Brexit and Irish Households – how not to disseminate economic analyses

The well respected Irish think tank, the ESRI, published a report last night on ‘Brexit and Irish Consumers‘ which is all over the media today. Headlines include ‘Grocery bills could rise by more than €100 a month after hard Brexit warns think-tank‘, ‘Hard Brexit could cost Irish households €1,400 a year in higher prices‘ and ‘ESRI: Hard Brexit could push up prices by 2%-3%‘. All of these come straight out of the press release.

None are likely to be true. This is not because the ESRI has suddenly forgotten how to do basic economics, but because the press release, and the person interviewed on the radio this morning, both fail to get across one key point – these are the impacts only if nobody does anything.

To see why, look at their methods. The link together three sets of data, on trade, tariffs, and household expenditure. They ask the reasonable question – what would happen to prices in Ireland if WTO tariffs and non-tariff barriers came in tomorrow morning? This is where the figures come from. Presented with the precision common in the discipline, they suggest the cost would be beween €892 and €1360 per household. I invite you to guess which number the media have mostly used!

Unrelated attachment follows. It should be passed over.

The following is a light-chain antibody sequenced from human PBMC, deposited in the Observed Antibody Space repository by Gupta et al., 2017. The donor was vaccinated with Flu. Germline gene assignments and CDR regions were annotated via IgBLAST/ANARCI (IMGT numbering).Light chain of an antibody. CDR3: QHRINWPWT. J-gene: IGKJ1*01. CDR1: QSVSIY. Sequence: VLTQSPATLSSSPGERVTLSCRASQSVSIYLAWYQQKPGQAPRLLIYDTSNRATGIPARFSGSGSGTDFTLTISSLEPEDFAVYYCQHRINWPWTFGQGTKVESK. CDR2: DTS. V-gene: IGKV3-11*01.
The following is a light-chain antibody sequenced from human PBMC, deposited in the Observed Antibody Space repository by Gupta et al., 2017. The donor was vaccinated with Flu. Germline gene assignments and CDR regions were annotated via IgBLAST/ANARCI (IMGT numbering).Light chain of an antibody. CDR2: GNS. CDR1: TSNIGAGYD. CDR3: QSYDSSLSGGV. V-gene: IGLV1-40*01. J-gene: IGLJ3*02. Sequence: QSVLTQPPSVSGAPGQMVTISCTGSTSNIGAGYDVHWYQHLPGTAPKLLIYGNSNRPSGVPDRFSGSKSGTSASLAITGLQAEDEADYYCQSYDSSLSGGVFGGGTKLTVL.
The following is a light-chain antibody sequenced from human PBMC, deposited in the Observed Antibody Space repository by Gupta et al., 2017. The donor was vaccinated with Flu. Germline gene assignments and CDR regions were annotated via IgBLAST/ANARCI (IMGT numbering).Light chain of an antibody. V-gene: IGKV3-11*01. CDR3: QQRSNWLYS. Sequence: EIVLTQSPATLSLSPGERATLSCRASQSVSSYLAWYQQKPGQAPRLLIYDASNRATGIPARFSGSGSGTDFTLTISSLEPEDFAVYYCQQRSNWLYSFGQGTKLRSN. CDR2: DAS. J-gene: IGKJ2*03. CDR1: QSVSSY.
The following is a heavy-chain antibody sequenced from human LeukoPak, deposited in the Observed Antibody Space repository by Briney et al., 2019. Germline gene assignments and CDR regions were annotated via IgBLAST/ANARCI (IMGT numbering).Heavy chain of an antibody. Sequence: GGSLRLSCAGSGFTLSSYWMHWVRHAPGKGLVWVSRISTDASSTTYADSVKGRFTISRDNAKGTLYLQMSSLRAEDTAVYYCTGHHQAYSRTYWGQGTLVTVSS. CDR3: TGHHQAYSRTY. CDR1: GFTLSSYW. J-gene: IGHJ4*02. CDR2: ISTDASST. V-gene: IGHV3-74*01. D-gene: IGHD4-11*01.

They did make the critical caveat, in the press release, – ‘These estimates do not take into account of switching of products or changes in expenditure patterns in response to the cost increases.’ However, this did not make it to the headlines, nor to the radio interviews. Unless you are already fairly familiar with household expenditure patterns, you will not realise what this innocuous phrase means – the estimates almost surely do not reflect reality. Customers are quite price sensitive; supermarkets and store owners are very price sensitive. People will respond, probably very quickly, in ways that mitigate the effect of the tariffs.

There is considerable value in this work, even for a non-economist like me, and I enjoyed reading it. For example :-

  • They emphasise that Brexit will hurt poor households more than rich hosueholds
  • They show a scenario which should alert us to possible future risks;
  • They describe nicely the well known differences between the patterns of expenditure of households with different incomes;
  • They give a good picture of the mind-numbing complexity of trade, and tariffs;

This is a preliminary piece of work, presented in a way which has attracted a lot of publicity, and has led to serious over-interpretation of their findings. I do not think the ESRI should work this way. Brexit is already quite scary enough without adding fuel to the fire.